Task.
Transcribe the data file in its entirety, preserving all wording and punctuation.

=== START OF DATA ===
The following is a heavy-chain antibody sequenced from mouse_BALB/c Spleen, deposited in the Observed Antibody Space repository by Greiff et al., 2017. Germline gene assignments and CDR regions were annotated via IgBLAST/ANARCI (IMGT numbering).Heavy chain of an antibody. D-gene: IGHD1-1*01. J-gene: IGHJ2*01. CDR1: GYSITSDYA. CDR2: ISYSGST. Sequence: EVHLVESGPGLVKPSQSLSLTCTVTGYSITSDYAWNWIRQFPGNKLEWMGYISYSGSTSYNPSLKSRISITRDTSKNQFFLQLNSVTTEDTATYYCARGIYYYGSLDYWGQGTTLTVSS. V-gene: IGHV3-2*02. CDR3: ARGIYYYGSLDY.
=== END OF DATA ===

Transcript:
The following is a heavy-chain antibody sequenced from mouse_BALB/c Spleen, deposited in the Observed Antibody Space repository by Greiff et al., 2017. Germline gene assignments and CDR regions were annotated via IgBLAST/ANARCI (IMGT numbering).Heavy chain of an antibody. D-gene: IGHD1-1*01. J-gene: IGHJ2*01. CDR1: GYSITSDYA. CDR2: ISYSGST. Sequence: EVHLVESGPGLVKPSQSLSLTCTVTGYSITSDYAWNWIRQFPGNKLEWMGYISYSGSTSYNPSLKSRISITRDTSKNQFFLQLNSVTTEDTATYYCARGIYYYGSLDYWGQGTTLTVSS. V-gene: IGHV3-2*02. CDR3: ARGIYYYGSLDY.